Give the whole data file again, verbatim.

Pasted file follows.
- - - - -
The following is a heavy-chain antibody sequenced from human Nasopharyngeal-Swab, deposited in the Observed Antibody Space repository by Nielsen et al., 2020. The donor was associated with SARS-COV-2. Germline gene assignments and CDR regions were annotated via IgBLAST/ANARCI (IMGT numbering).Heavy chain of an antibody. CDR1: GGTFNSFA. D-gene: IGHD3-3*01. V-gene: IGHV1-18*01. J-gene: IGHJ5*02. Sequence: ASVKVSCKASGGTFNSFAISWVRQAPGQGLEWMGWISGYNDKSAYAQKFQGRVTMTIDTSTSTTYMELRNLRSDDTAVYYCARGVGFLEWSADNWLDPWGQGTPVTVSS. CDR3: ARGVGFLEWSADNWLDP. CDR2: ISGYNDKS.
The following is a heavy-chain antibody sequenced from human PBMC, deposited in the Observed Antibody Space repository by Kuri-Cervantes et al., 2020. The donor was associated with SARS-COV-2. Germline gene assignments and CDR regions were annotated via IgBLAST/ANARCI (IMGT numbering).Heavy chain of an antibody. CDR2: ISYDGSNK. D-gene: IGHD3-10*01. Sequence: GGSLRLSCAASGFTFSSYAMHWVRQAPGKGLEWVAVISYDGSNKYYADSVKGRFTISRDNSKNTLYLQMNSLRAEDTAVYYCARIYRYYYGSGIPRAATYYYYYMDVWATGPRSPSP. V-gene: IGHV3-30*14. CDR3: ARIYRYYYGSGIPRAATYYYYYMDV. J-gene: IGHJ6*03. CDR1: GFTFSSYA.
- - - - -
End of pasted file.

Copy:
The following is a heavy-chain antibody sequenced from human Nasopharyngeal-Swab, deposited in the Observed Antibody Space repository by Nielsen et al., 2020. The donor was associated with SARS-COV-2. Germline gene assignments and CDR regions were annotated via IgBLAST/ANARCI (IMGT numbering).Heavy chain of an antibody. CDR1: GGTFNSFA. D-gene: IGHD3-3*01. V-gene: IGHV1-18*01. J-gene: IGHJ5*02. Sequence: ASVKVSCKASGGTFNSFAISWVRQAPGQGLEWMGWISGYNDKSAYAQKFQGRVTMTIDTSTSTTYMELRNLRSDDTAVYYCARGVGFLEWSADNWLDPWGQGTPVTVSS. CDR3: ARGVGFLEWSADNWLDP. CDR2: ISGYNDKS.
The following is a heavy-chain antibody sequenced from human PBMC, deposited in the Observed Antibody Space repository by Kuri-Cervantes et al., 2020. The donor was associated with SARS-COV-2. Germline gene assignments and CDR regions were annotated via IgBLAST/ANARCI (IMGT numbering).Heavy chain of an antibody. CDR2: ISYDGSNK. D-gene: IGHD3-10*01. Sequence: GGSLRLSCAASGFTFSSYAMHWVRQAPGKGLEWVAVISYDGSNKYYADSVKGRFTISRDNSKNTLYLQMNSLRAEDTAVYYCARIYRYYYGSGIPRAATYYYYYMDVWATGPRSPSP. V-gene: IGHV3-30*14. CDR3: ARIYRYYYGSGIPRAATYYYYYMDV. J-gene: IGHJ6*03. CDR1: GFTFSSYA.